HML

HML
High mountain lakes were refuges of historical and even prehistoric biodiversity. These biodiversity are fragile because they are located in ecosystems with extreme parameters. The summer season is short in the high mountains and everything was organized according to this temporal pattern to survive. Little food production, a lot of energy requirements to resist extreme cold, the living beings of HML have adapted for millions of years to these extreme conditions and to the numerous climatic changes since the dawn of our time. They survived.

But...for several hundred years, shepherds have introduced salmonids into these lakes to feed on during the summer pastures. These fish have destroyed endemic species and generated destabilized ecosystems that have become biodiversity deserts. It was then necessary to introduce food for these salmonids so that they could survive and get through the harsh winters. Then appears fishing over-tourism with intensive dumping of forage fish (minnows) to feed trout, char, brook salmon, cristivomers and satisfy the increasingly demanding summer fishermen. These forage fish devoured whatever was left in terms of endemic biodiversity.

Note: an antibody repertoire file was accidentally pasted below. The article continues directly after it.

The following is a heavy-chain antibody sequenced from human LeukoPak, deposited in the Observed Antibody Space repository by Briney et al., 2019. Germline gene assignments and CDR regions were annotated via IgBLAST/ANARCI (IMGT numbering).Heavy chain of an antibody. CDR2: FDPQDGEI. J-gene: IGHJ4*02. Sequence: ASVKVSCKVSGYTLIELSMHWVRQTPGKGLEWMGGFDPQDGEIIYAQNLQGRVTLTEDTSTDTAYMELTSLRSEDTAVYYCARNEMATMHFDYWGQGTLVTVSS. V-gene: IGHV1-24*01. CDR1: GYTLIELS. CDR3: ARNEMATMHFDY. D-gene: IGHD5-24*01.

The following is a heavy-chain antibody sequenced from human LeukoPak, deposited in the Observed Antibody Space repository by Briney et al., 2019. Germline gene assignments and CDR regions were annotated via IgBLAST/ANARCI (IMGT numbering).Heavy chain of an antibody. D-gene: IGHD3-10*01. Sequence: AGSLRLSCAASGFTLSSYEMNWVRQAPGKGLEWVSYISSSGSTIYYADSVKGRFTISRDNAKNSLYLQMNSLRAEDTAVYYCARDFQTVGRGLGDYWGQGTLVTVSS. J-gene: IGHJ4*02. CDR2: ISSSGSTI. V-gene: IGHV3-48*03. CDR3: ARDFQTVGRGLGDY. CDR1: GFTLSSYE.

Poor fisheries management, over-fishing for recreation, and overcrowding of fragile ecosystems by tourists are destructive of high mountain biodiversity. Overtourism generates organic and inorganic pollution through ecological neglect. The waters of HML are now polluted by cyanobacteria, endocrine disruptors in sun creams, fishermen's weights, nano-fibers in mountain clothing, ski waxes, pesticides, insecticides, fungicides carried by the winds, rain, snow, faeces, urine, medicinal derivatives from human beings, too many herds of sheep, cows, waste left behind, by bathers who trample everything, etc.
The extreme mountain becomes dirty through incivility and ecological a-culturism. Climate change, plastic rain and snow and Chernobyl radionuclides accentuate the negative pressures on these fragile ecosystems.

We are losing our memory of our times. The high mountain lake was his last refuge.

It’s too bad.


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